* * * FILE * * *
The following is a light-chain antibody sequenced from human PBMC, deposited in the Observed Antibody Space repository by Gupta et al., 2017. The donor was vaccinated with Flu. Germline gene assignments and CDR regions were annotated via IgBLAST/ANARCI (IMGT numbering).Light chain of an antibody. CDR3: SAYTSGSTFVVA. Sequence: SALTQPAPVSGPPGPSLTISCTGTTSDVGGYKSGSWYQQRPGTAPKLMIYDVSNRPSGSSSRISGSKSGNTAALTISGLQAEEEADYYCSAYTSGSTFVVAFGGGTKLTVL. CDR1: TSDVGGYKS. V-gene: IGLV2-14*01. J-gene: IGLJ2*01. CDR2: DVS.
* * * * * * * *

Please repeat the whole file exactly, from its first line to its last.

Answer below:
The following is a light-chain antibody sequenced from human PBMC, deposited in the Observed Antibody Space repository by Gupta et al., 2017. The donor was vaccinated with Flu. Germline gene assignments and CDR regions were annotated via IgBLAST/ANARCI (IMGT numbering).Light chain of an antibody. CDR3: SAYTSGSTFVVA. Sequence: SALTQPAPVSGPPGPSLTISCTGTTSDVGGYKSGSWYQQRPGTAPKLMIYDVSNRPSGSSSRISGSKSGNTAALTISGLQAEEEADYYCSAYTSGSTFVVAFGGGTKLTVL. CDR1: TSDVGGYKS. V-gene: IGLV2-14*01. J-gene: IGLJ2*01. CDR2: DVS.